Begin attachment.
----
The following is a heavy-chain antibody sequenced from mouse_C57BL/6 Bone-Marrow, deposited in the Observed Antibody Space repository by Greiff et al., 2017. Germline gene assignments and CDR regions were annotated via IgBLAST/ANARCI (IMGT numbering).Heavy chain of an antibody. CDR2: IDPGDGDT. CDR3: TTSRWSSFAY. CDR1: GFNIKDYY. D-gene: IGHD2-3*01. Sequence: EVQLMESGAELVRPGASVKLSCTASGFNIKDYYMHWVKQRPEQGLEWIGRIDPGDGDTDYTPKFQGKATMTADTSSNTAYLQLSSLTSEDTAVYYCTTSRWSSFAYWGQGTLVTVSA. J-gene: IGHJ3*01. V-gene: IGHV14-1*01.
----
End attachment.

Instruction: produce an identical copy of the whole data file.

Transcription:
The following is a heavy-chain antibody sequenced from mouse_C57BL/6 Bone-Marrow, deposited in the Observed Antibody Space repository by Greiff et al., 2017. Germline gene assignments and CDR regions were annotated via IgBLAST/ANARCI (IMGT numbering).Heavy chain of an antibody. CDR2: IDPGDGDT. CDR3: TTSRWSSFAY. CDR1: GFNIKDYY. D-gene: IGHD2-3*01. Sequence: EVQLMESGAELVRPGASVKLSCTASGFNIKDYYMHWVKQRPEQGLEWIGRIDPGDGDTDYTPKFQGKATMTADTSSNTAYLQLSSLTSEDTAVYYCTTSRWSSFAYWGQGTLVTVSA. J-gene: IGHJ3*01. V-gene: IGHV14-1*01.